No reason to guarantee them big money when so many relievers are bipolar (aside from the except few)

  3. #3
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    Too even further this bullpen low risk mentality....why not grab Brian Wilson on a minor league deal.

    Also I kinda wish Parnell was made closer. He'll be just as inconsistent as Francisco/Lyon/etc...but Parnell can be electric at times with his top stuff unlike the other guys. He's young too, and part of our future plans. I'd love to see him declared closer out of camp. See what happens.

  4. #4
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    http://espn.go.com/blog/new-york/met...medium=twitter

    Mets Again Balk At Naming Francisco Closer

    Sandy Alderson again resisted on Monday declaring that Frank Francisco would open the season as the Mets' closer, despite Francisco being owed $6.5 million this season.

    Alderson said Francisco would need to demonstrate his health as well as a performance worthy of closing during spring training in order to merit the role.

    Francisco underwent surgery in December to remove a bone spur from his right elbow. Alderson said he believed Francisco is recovering normally from that relatively minor procedure, so clearly there is a performance-based concern with Francisco.

    “I think a lot will depend on what we see over the course of February and into March,” Alderson said. “I think that’s something that will be determined in the course of spring training. Health is an issue. Performance is an issue.”

  5. #5
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    No way he should be the closer.

  6. #6
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    AdamRubinESPN Jon Heyman reports Ramon Ramirez is joining Andres Torres and Angel Pagan with the #sfgiants.

    How does that trade look now?


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  7. #7
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    The Mets’ Low-Risk Bullpen Rebuild

    As ****** a trade as there can possibly be.

  8. #8
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    Another Met of last year..

    Rauch signs with the Marlins..

  9. #9
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    Quote Originally Posted by Sick Of It All View Post
    As ****** a trade as there can possibly be.
    I wonder what SA might be saying about that trade now.....hmmm.

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  10. #10
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    Can't win them all. At least he won the big trades.

  11. #11
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    Quote Originally Posted by Claymation View Post
    AdamRubinESPN Jon Heyman reports Ramon Ramirez is joining Andres Torres and Angel Pagan with the #sfgiants.

    How does that trade look now?
    Trade looks bad.
    Alderson looks bad.
    Pretty much everyone on this forum looks bad.
    John Maeda@johnmaeda

    Knowing the overall *shape* of an idea, argument, situation requires as many facts, models, opinions as you can take/make to see a whole.

  12. #12
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    In retrospect many of us really under valued Pagan and Sandy did as well.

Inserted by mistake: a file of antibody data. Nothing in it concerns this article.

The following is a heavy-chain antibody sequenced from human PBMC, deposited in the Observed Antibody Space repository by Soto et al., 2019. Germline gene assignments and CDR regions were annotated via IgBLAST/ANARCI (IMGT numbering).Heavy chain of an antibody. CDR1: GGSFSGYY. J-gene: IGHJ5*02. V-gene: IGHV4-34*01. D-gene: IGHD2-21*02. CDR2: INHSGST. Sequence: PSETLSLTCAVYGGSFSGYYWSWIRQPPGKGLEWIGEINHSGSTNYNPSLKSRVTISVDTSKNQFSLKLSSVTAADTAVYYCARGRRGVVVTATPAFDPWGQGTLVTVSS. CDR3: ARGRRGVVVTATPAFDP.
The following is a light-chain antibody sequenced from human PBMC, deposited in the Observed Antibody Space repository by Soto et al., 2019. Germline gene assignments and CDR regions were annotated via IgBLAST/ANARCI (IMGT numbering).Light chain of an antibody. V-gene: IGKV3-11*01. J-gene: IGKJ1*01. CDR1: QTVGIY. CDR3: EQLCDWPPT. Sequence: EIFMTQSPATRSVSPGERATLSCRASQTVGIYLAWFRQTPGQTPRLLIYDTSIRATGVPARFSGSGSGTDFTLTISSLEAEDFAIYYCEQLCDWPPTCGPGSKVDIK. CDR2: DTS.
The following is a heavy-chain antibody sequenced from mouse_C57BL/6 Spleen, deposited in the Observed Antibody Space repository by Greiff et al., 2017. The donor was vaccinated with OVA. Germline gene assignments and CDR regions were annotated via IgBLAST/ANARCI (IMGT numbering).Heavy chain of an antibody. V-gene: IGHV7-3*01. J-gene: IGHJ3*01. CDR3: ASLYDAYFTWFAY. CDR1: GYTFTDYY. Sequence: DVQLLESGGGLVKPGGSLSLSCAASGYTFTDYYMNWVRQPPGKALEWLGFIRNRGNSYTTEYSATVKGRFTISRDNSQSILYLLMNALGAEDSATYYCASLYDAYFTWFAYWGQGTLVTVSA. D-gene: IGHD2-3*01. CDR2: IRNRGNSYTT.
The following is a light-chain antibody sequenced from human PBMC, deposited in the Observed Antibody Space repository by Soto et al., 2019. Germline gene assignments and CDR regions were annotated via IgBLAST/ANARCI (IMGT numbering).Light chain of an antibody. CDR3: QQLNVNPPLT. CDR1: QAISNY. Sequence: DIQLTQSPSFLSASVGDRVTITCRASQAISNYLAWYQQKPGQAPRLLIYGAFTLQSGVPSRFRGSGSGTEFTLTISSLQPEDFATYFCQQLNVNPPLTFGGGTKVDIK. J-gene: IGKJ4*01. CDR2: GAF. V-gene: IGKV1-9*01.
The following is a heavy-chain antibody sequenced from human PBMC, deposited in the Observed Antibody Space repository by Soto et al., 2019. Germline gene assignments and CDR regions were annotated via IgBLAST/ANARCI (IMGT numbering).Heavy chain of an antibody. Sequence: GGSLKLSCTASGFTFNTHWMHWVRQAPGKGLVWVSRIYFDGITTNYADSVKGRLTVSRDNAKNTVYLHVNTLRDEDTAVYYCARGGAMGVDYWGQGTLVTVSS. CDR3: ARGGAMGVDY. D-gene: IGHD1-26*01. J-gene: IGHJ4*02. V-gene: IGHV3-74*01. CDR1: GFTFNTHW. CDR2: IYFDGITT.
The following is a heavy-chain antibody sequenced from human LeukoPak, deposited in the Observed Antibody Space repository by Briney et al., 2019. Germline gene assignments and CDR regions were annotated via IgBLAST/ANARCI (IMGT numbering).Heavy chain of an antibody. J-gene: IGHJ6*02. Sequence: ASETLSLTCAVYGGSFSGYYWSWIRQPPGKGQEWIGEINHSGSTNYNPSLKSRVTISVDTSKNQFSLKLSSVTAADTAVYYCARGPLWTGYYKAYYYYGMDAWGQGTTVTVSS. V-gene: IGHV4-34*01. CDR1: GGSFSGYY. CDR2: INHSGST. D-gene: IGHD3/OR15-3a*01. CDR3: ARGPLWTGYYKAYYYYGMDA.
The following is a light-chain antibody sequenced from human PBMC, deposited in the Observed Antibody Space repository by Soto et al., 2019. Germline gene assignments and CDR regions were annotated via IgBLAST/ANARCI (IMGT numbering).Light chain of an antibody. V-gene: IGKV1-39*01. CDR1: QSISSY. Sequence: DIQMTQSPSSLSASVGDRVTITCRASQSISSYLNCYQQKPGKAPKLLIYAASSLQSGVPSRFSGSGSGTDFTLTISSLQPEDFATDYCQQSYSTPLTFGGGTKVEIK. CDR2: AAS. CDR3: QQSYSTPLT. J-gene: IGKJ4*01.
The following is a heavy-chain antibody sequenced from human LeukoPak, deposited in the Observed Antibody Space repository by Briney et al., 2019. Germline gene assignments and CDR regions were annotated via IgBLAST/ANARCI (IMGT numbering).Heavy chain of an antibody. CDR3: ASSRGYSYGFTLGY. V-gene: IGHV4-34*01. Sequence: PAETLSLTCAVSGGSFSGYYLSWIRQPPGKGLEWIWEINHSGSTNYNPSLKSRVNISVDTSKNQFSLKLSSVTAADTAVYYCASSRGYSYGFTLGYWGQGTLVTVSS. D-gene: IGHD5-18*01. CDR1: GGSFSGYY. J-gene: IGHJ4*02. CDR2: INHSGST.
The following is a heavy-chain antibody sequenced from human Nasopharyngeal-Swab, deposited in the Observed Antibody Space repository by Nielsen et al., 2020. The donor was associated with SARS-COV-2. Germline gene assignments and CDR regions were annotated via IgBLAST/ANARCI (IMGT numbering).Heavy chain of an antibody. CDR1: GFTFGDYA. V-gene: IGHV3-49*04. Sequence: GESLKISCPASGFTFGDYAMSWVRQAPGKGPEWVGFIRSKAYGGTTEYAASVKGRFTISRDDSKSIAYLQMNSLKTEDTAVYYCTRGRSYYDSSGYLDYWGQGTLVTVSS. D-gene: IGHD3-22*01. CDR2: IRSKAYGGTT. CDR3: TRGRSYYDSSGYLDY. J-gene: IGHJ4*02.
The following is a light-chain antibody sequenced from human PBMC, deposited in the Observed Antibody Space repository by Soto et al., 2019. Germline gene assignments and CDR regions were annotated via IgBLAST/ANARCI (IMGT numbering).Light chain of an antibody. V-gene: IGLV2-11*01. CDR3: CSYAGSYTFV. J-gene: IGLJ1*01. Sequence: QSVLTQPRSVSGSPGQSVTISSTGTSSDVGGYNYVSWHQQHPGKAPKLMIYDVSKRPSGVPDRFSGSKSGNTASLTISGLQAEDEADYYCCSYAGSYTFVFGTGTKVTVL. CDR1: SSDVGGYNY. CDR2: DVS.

I will say this that many GM's look good when they trade their vets for young guys, because we have come to an era where many fans value the prospects more than the vets who have performed in the majors.

    It will be interesting to see how he fares when he has to deal young guys for vets himself as a Met gm.

  13. #13
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    1. I agree with the low risk, but I object too the high reward.
    2. I don't mind the cost because they are easy to dump as the youngins develop.
    a. Mazzone could be ready by opening day because he locates a 95-97 FB and an above average SL and Warthen is the best Mets pitching coach to deal with splitter.
    b. Familia -- the Mets changed his mechanics for the second straight year by trying to soften his landing, this is something that could take 3 or 4 months but it took the whole and still wasn't solved -- one of the reasons last yeards AAA coach was let go. The Mets should go back to his mechanics at the end of 2011.
    c. Robles could be ready by September.
    d. Gorski had problems locating his FB which he struggled all year long. Hopefully, St. Clair can solve problem.
    e. Leathersick has command issues and I'm not sure he'll be ready before the end of the season.
    f. Vazquez has good command and control. He could be ready after the all star break.

  14. #14
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    Quote Originally Posted by metswon69 View Post
    Another Met of last year..

    Rauch signs with the Marlins..
    The sad thing is he could possibly be their best player behind Stanton...

  15. #15
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    Quote Originally Posted by Sick Of It All View Post
    In retrospect many of us really under valued Pagan and Sandy did as well.

    I will say this that many GM's look good when they trade their vets for young guys, because we have come to an era where many fans value the prospects more than the vets who have performed in the majors.

    It will be interesting to see how he fares when he has to deal young guys for vets himself as a Met gm.
    I wanna see it.

    Thing about Pagan is that he had a bad year in 2011, much worse than what he did the prior two seasons. But I firmly believe that trade was less about Pagan's ability than his pending salary. If this team is ever going to turn the corner, they have to make decisions based on ability first and salary second. This corner cutting crap ain't working.